As a Christian, it’s easy to fall prey to discouragement.
The world we live in is likened to a flood (1 Pet. 4:4) and a dark night (Rom. 13:12). We are navigating our way against a strong current, with a lamp in the darkness. The social outlook is pretty much pessimistic. The horizon is empty. The moral milieu is on a slippery slope. The post-millennial view of Christ’s return pretty much got dashed by the outbreak of World War II and the counterculture of the 1960s. At this point, a “Golden Age” leading up to Christ’s return seems either very unlikely or a long way off.
However, the Lord’s second coming is promised to us (Acts 1:11) and we are told to await it, expect it, and hasten it as our “blessed hope” (Titus 2:13). The Old and New Testaments both end with a promise of the Lord’s coming.
I am about to send My messenger, and he will clear the way before Me; and suddenly the Lord, whom you seek, will come… –Malachi 3:1
He who testifies these things says, Yes, I come quickly. –Revelation 22:20
Suddenly? Quickly? The Lord seems to have a different definition of these words. It was 400 years after Malachi that the Lord came the first time, and it’s been 2,000 years since John and the Lord has still delayed coming the second time.
How do we maintain hope? Watchman Nee once said, “He who sees, endures.” Seeing how God works, knowing His ways and not just His acts (Psa. 103:7), can buttress our hope.
I have found that there are three stages in every great work of God: first, it is impossible, then it is difficult, then it is done.
Impossibility is never a good benchmark when you’re dealing with God. What seems impossible today, is only two steps away from being done. This should fill us with hope. Also, we should realize where our front is. Where are we placing our resources? As Christians, we are here to do the impossible. We’re not merely saving a few souls and tidying up society until we escape to heaven. We are not battling to reform society “from below”. We are here to turn the age and bring in God’s kingdom to earth. For this, the pivotal battle is the building up of the church, and the practical way to fight is to prophesy (1 Cor. 14:8).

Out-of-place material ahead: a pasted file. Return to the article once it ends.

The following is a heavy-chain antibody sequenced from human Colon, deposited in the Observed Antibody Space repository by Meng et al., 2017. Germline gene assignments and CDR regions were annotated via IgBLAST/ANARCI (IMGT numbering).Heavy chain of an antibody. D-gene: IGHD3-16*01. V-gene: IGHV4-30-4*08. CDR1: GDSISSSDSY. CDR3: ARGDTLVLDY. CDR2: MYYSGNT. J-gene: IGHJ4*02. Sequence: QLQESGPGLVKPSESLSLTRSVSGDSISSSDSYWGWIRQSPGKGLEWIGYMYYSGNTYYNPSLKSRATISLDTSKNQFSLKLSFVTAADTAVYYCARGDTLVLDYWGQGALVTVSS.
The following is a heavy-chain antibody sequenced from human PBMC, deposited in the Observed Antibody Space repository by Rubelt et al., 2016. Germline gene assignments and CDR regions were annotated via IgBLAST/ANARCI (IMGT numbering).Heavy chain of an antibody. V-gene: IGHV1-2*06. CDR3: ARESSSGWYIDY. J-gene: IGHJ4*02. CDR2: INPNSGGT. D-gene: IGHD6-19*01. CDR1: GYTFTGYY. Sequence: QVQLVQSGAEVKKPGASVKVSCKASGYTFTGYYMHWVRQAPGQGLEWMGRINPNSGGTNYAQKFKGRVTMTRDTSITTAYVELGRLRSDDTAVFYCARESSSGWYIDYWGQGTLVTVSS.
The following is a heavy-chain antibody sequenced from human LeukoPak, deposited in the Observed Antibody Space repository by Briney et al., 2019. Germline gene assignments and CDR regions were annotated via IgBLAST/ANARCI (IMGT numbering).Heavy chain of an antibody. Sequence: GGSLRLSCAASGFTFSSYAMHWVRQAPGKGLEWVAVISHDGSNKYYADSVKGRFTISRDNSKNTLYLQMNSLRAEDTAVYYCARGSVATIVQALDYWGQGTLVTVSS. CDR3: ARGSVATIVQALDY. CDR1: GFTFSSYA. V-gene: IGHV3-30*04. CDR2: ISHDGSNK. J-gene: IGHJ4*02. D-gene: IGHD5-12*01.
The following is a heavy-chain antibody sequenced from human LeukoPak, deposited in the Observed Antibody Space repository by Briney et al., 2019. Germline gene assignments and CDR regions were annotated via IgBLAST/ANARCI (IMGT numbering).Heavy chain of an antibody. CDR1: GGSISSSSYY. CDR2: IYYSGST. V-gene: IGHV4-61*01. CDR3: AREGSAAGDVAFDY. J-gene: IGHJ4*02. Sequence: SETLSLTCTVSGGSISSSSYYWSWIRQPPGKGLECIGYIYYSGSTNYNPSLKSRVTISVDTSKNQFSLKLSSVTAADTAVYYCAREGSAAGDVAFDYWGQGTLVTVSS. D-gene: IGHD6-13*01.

Our prophesying, and seeing others prophesy, brings great encouragement and consolation because it builds up the church and hastens the coming of our blessed hope.
Thanks for sharing this, Kyle! I have been in a little discouragement-slump lately, just feeling my lack of burning in spirit and fervency toward the Lord. The past two weeks here in Oklahoma have been devastating for our state. And Friday night, in particular, was nothing short of frightening. There were four storm systems going at one time and not knowing when or where a tornado would fall out of the sky really makes one ponder on the future, the Lord’s return and one’s relationship with Him. I feel like His return has not been a “blessed hope” to me, but perhaps just an end to all of the tragedy I’ve been observing, and between now and His return, I can only look forward to more of the same. However, like you mentioned about prophesying, it gives consolation and encouragement. We need one another to “prophesy” as you have done/do in this blog because it helps us turn our eyes away from the earthly things to the heavenly things. Right now, I feel like the psalmist in Psam 73:17 “Until I went into the sanctuary of God; then I understood…” We may not understand why these things are happening, or how things will go, but when we speak to one another the things of God, our inner being is turned and our inner eyes are refocused on what matters. We enter into the “sanctuary” of our spirit, where God is. We can count on our Lord’s return. What may look bleak now is only two steps away from DONE. Praise Him! And Praise Him for His Body!
Well this ended up being an encouraging comment to me. 🙂 Psalm 8 has always been encouraging to me. “What is man that you remember him or the son of man that you visit him?” We are not insignificant play things or wound-up robots or pond scum (some theologies lean this way). God is very interested in visiting us and activating our loving response for the fulfillment of His purpose. I like the footnote in the Recovery Version on verse 3: “The Lord’s aim in His redemption is to turn our view from the dark and troubled earth to the bright and ordered heavens.” You are absolutely right- we need to look away.
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